The support material used for the catalyst is a mesoporous crystalline material which is described in detail below. When it is used in the present catalysts, the mesoporus crystalline material may be at least partly in the decationized or hydrogen form in order to provide the desired degree of acidic functionality, e.g., for isomerization reactions.
The support material used in the present catalysts includes a novel synthetic composition of matter comprising an ultra-large pore size crystalline phase. This material may be an inorganic, porous, non-layered, crystalline phase material which can be characterized (in its calcined form) by an X-ray diffraction pattern with at least one peak at a d-spacing greater than about 18 Angstroms with a relative intensity of 100 and a benzene sorption capacity of greater than 15 grams of benzene per 100 grams of the the material at 50 torr and 25° C.
The preferred form of the crystalline material is an inorganic, porous material having a hexagonal arrangement of uniformly sized pores with a maximum perpendicular cross-section pore dimension of at least about 13 Angstroms, and typically within the range of from about 13 Angstroms to about 200 Angstroms, identified as MCM-41. This material exhibits a hexagonal electron diffraction pattern that can be indexed with a d100 value greater than about 18 Angstroms which corresponds to at least one peak in the X-ray diffraction pattern. This material and its preparation and properties are described in further detail in the aforementioned U.S. Pat. No. 5,098,684.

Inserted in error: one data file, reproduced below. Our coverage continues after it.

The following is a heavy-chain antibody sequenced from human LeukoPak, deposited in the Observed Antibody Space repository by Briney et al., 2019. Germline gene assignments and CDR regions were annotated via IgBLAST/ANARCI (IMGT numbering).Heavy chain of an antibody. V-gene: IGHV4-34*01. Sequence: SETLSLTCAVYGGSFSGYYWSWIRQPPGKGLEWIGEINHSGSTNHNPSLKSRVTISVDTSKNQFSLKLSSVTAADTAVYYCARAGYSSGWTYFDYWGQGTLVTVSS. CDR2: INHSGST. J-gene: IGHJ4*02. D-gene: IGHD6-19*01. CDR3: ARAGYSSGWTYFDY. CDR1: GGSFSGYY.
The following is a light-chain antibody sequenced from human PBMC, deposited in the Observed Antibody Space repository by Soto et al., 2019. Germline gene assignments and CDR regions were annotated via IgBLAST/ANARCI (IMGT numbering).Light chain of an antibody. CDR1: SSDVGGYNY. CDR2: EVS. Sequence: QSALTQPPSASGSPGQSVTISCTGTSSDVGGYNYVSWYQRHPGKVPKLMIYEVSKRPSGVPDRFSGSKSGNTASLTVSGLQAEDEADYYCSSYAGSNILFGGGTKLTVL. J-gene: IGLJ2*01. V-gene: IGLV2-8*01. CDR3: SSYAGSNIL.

The inorganic mesoporous crystalline material used as the support component of the catalyst may have the following composition:
Mn/q (Wa Xb Yc Zd Oh)
wherein W is a divalent element, such as a divalent first row transition metal, e.g., manganese, cobalt and iron, and/or magnesium, preferably cobalt; X is a trivalent element, suph as aluminum, boron, iron and/or gallium, preferably aluminum; Y is a tetravalent element such as silicon and/or germanium, preferably silicon; Z is a pentavalent element, such as phosphorus; M is one or more ions, such as, for example, ammonium, Group IA, IIA and VIIB ions, usually hydrogen, sodium and/or fluoride ions; n is the charge of the composition excluding M expressed as oxides; q is the weighted molar average valence of M; n/q is the number of moles or mole fraction of M; a, b, c, and d are mole fractions of W, X, Y and Z, respectively; h is a number of from 1 to 2.5; and (a+b+c+d)=1.
A preferred embodiment of the above crystalline material is when (a+b+c) is greater than d, and h=2. A further embodiment is when a and d=0, and h=2. The present catalyst supports may be silicates, aluminosilicates, or other metallosilicates such as the boroaluminsilicates.
In the as-synthesized form, the support material may have a composition, on an anhydrous basis, expressed empirically as follows:
rRMn/q (Wa Xb Yc Zd Oh)
where R is the total organic material not included in M as an ion, and r is the coefficient for R, i.e., the number of moles or mole fraction of R.
The M and R components are associated with the material as a result of their presence during crystallization, and are easily removed or, in the case of M, replaced by post-crystallization methods described below.
To the extent desired, the original M, e.g., sodium or chloride, ions of the as-synthesized support material can be replaced in accordance with conventional ion-exchange techniques. Preferred replacing ions include metal ions, hydrogen ions, hydrogen precursor, e.g., ammonium, ions and mixtures of these ions. Replacing ions include hydrogen, rare earth metals and metals of Groups VIIA (e.g., Mn), VIIIA (e.g., Ni),IB (e.g., Cu), IVB (e.g., Sn) of the Periodic Table of the Elements and mixtures of these ions.